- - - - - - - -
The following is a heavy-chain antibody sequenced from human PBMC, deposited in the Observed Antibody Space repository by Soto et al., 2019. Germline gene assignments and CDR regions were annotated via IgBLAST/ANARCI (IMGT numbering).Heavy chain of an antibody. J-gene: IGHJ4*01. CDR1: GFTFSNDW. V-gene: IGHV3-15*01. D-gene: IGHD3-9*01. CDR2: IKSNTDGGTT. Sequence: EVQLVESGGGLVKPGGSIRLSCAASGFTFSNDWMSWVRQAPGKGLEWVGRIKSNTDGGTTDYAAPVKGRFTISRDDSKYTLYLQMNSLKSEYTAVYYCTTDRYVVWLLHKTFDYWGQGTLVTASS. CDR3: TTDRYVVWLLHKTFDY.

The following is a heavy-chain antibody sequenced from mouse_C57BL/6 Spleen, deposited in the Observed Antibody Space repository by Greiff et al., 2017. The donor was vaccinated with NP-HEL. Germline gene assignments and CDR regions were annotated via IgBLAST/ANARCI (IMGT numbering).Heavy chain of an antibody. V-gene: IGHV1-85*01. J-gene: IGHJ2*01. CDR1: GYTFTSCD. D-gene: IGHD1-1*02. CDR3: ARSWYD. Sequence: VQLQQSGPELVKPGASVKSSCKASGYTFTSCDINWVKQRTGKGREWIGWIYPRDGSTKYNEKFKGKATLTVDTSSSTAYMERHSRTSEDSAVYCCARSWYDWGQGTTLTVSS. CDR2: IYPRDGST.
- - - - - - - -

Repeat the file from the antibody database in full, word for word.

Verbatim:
The following is a heavy-chain antibody sequenced from human PBMC, deposited in the Observed Antibody Space repository by Soto et al., 2019. Germline gene assignments and CDR regions were annotated via IgBLAST/ANARCI (IMGT numbering).Heavy chain of an antibody. J-gene: IGHJ4*01. CDR1: GFTFSNDW. V-gene: IGHV3-15*01. D-gene: IGHD3-9*01. CDR2: IKSNTDGGTT. Sequence: EVQLVESGGGLVKPGGSIRLSCAASGFTFSNDWMSWVRQAPGKGLEWVGRIKSNTDGGTTDYAAPVKGRFTISRDDSKYTLYLQMNSLKSEYTAVYYCTTDRYVVWLLHKTFDYWGQGTLVTASS. CDR3: TTDRYVVWLLHKTFDY.

The following is a heavy-chain antibody sequenced from mouse_C57BL/6 Spleen, deposited in the Observed Antibody Space repository by Greiff et al., 2017. The donor was vaccinated with NP-HEL. Germline gene assignments and CDR regions were annotated via IgBLAST/ANARCI (IMGT numbering).Heavy chain of an antibody. V-gene: IGHV1-85*01. J-gene: IGHJ2*01. CDR1: GYTFTSCD. D-gene: IGHD1-1*02. CDR3: ARSWYD. Sequence: VQLQQSGPELVKPGASVKSSCKASGYTFTSCDINWVKQRTGKGREWIGWIYPRDGSTKYNEKFKGKATLTVDTSSSTAYMERHSRTSEDSAVYCCARSWYDWGQGTTLTVSS. CDR2: IYPRDGST.